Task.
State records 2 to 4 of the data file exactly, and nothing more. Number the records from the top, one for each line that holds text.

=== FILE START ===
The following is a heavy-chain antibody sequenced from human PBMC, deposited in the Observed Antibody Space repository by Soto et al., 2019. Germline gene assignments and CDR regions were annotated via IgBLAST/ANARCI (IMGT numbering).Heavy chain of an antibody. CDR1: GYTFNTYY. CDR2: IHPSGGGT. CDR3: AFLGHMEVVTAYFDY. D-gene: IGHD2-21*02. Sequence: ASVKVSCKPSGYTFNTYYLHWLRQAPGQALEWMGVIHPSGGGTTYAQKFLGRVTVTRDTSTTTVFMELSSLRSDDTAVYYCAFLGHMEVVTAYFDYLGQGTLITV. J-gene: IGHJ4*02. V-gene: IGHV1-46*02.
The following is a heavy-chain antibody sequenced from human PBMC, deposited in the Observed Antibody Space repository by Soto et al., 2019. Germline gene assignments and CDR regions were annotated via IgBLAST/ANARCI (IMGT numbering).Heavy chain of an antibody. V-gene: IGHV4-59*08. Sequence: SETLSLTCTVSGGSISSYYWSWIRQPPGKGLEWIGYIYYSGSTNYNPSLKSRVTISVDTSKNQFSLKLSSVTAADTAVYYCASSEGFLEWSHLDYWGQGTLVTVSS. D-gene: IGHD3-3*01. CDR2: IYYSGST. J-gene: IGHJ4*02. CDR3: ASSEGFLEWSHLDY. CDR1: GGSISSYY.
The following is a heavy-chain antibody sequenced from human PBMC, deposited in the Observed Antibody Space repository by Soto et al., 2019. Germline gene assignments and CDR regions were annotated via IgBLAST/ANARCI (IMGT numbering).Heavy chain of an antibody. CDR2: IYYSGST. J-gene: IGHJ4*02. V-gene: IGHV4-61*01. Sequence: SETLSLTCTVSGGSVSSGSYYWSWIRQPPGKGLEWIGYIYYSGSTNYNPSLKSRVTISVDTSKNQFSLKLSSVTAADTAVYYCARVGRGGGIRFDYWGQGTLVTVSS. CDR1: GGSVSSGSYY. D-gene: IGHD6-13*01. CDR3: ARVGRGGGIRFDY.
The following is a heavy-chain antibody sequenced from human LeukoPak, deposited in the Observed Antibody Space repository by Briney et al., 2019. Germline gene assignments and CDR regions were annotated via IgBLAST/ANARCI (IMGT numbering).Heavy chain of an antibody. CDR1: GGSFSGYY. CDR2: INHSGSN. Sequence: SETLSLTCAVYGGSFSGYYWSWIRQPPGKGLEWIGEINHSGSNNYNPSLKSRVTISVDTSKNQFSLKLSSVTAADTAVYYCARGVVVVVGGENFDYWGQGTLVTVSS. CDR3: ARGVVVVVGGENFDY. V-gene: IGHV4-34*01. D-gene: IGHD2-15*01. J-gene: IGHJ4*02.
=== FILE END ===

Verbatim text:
The following is a heavy-chain antibody sequenced from human PBMC, deposited in the Observed Antibody Space repository by Soto et al., 2019. Germline gene assignments and CDR regions were annotated via IgBLAST/ANARCI (IMGT numbering).Heavy chain of an antibody. V-gene: IGHV4-59*08. Sequence: SETLSLTCTVSGGSISSYYWSWIRQPPGKGLEWIGYIYYSGSTNYNPSLKSRVTISVDTSKNQFSLKLSSVTAADTAVYYCASSEGFLEWSHLDYWGQGTLVTVSS. D-gene: IGHD3-3*01. CDR2: IYYSGST. J-gene: IGHJ4*02. CDR3: ASSEGFLEWSHLDY. CDR1: GGSISSYY.
The following is a heavy-chain antibody sequenced from human PBMC, deposited in the Observed Antibody Space repository by Soto et al., 2019. Germline gene assignments and CDR regions were annotated via IgBLAST/ANARCI (IMGT numbering).Heavy chain of an antibody. CDR2: IYYSGST. J-gene: IGHJ4*02. V-gene: IGHV4-61*01. Sequence: SETLSLTCTVSGGSVSSGSYYWSWIRQPPGKGLEWIGYIYYSGSTNYNPSLKSRVTISVDTSKNQFSLKLSSVTAADTAVYYCARVGRGGGIRFDYWGQGTLVTVSS. CDR1: GGSVSSGSYY. D-gene: IGHD6-13*01. CDR3: ARVGRGGGIRFDY.
The following is a heavy-chain antibody sequenced from human LeukoPak, deposited in the Observed Antibody Space repository by Briney et al., 2019. Germline gene assignments and CDR regions were annotated via IgBLAST/ANARCI (IMGT numbering).Heavy chain of an antibody. CDR1: GGSFSGYY. CDR2: INHSGSN. Sequence: SETLSLTCAVYGGSFSGYYWSWIRQPPGKGLEWIGEINHSGSNNYNPSLKSRVTISVDTSKNQFSLKLSSVTAADTAVYYCARGVVVVVGGENFDYWGQGTLVTVSS. CDR3: ARGVVVVVGGENFDY. V-gene: IGHV4-34*01. D-gene: IGHD2-15*01. J-gene: IGHJ4*02.